Teamsters reject Wegmans contract
Rochester, N.Y. – Teamsters Local 118 members on Monday overwhelmingly rejected a contract offer from Wegmans Food Markets, Inc. that would eliminate the pensions of more than 900 Rochester employees and not provide health care for their spouses. Local 118 will immediately request the participation of the Federal Mediation and Conciliation Service to settle the outstanding contract.
"Our members flatly said no to an offer that would immediately cut their compensation package, eradicate our pension and leave our spouses’ health care in jeopardy," said Kevin McIntosh, Teamsters Local 118 business agent. By rejecting the contract, Teamsters Local 118 also authorized strike action.
Wegmans reports that it is offering a pay increase of more than 18%, although the contract would eliminate the $4.82 members have voluntarily diverted from wages to their pension fund. The company also refused to agree to contract language that would protect spouses under the contract. Wegmans faces unfair labor practice charges for violations of federal labor law that protect workers’ rights and prevent the company from unilaterally changing working conditions – in this case after workers protested the company’s proposal to eliminate their pension benefits. The charges will be investigated by Region 3 of the National Labor Relations Board in Buffalo, N.Y.
Teamsters Local 118, which represents more than 900 Wegmans warehouse workers, drivers and other skilled trades, has been in negotiations with Wegmans since March.
Walmart announces two new centers dedicated to filling online orders
San Bruno, Calif. — Walmart announced it is opening two new warehouses dedicated to filling online orders, one in Fort Worth, Texas, and one in Bethlehem, Pa., which will be its largest center to date. The new facilities are part of a next-generation fulfillment network that the retailer said will deliver U.S. customer orders faster and at a lower cost.
The Fort Worth center is already open and began shipping orders last week. It is 800,000 sq. ft. The Bethlehem operation will be more than one million sq. ft. It is scheduled to open in the first quarter of next year.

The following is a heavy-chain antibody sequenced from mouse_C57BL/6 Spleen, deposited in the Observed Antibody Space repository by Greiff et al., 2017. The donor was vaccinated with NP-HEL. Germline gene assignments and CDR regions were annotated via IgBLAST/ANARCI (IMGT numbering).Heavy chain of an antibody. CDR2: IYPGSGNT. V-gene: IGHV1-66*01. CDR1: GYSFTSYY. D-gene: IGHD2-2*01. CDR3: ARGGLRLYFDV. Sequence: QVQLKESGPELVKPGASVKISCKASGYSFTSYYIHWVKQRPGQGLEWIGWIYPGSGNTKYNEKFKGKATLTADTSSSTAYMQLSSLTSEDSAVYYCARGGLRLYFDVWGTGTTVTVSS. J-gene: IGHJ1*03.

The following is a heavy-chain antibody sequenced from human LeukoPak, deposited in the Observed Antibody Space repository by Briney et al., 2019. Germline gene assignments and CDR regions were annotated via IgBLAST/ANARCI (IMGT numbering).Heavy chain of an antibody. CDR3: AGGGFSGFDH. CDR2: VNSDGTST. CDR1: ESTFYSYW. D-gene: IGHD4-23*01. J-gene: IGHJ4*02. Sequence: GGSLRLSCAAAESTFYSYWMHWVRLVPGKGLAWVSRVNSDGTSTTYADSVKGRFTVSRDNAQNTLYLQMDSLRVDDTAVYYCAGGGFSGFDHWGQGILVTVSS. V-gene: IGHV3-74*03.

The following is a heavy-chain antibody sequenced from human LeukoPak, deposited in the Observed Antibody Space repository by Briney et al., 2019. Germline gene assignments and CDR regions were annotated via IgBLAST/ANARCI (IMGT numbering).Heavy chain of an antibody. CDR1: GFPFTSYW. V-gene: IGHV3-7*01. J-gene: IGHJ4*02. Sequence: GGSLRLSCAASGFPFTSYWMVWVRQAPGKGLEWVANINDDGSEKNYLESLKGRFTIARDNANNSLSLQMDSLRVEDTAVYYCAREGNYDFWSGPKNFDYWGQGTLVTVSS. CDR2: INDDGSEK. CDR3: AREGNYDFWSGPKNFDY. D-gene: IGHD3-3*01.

The two facilities are expected to provide more than 600 full-time positions in Pennsylvania and Texas, and would likely add another 600 workers during the holidays and other peak seasons. The Fort Worth facility will be operated by Brentwood, Tenn.-based OHL, a global supply chain management solutions company. The Bethlehem center will be fully operated by Walmart.
"With our dedicated online facilities and 4,100 stores within five miles of two-thirds of the U.S. population, we gain a significant advantage by being positioned in the most important location, close to our customers," said Joel Anderson, president and CEO of Walmart.com. "This unique combination allows us to get more products to our customers faster and at a lower cost."
Walmart noted that it expects its online sales will exceed $10 billion globally this year, with growth of 30% in the quarter ended July 31. In addition to the U.S., Walmart’s e-commerce sales come primarily from Brazil, China, and the United Kingdom.
Additionally, the retailer said that more than 10% of its orders are shipped from stores and more than 50% are shipped in less than two days.
Report: Holiday hiring up
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Richmond, Va. – More seasonal jobs will be available this year than last year. Data from the sixth annual seasonal employment survey from Snagajob and Ipsos Public Affairs shows that 69% of hourly hiring managers with responsibility to hire year-end, seasonal workers for the holiday period, will make hires this year, up close to 10% from 63% last year.
Hiring managers, including those not planning to make any hires, expect to hire an average of 7.8 seasonal workers each. This is a 28% improvement from an average of 6.1 seasonal workers last year. When comparing the hiring managers who expect their fourth-quarter sales to be better than last year with those who expect sales to be worse, the survey shows a net score of +28, indicating an expected sales increase. By comparison, this year’s measurement is a 40% improvement from last year’s net score of +20.
“While there have been lackluster gains in the overall job market recently, hourly employers will still have a strong need for seasonal employees,” said Megan Overton, spokesperson for Snagajob. “There has been strength in hiring for retail, restaurants and other customer-service industries, and, according to our Snagajob survey, hiring managers need to staff up to holiday levels, even more so than they did last year.”
In addition, holiday hiring is expected to be earlier this season. Among those who will be hiring, 52% expected to begin hiring by the end of September, if not sooner, compared to 48% last year. The peak for holiday hiring should be October, when 31% of hiring managers will begin their hiring.
More than half of seasonal workers (53%) are expected to be full-time hires. Also, hiring managers who will be making hires expect that 52% of their seasonal hires will be able to stay on after the holidays with a permanent job. The average hourly pay for a seasonal job is expected to be $10.80 an hour, up 10 cents from last year.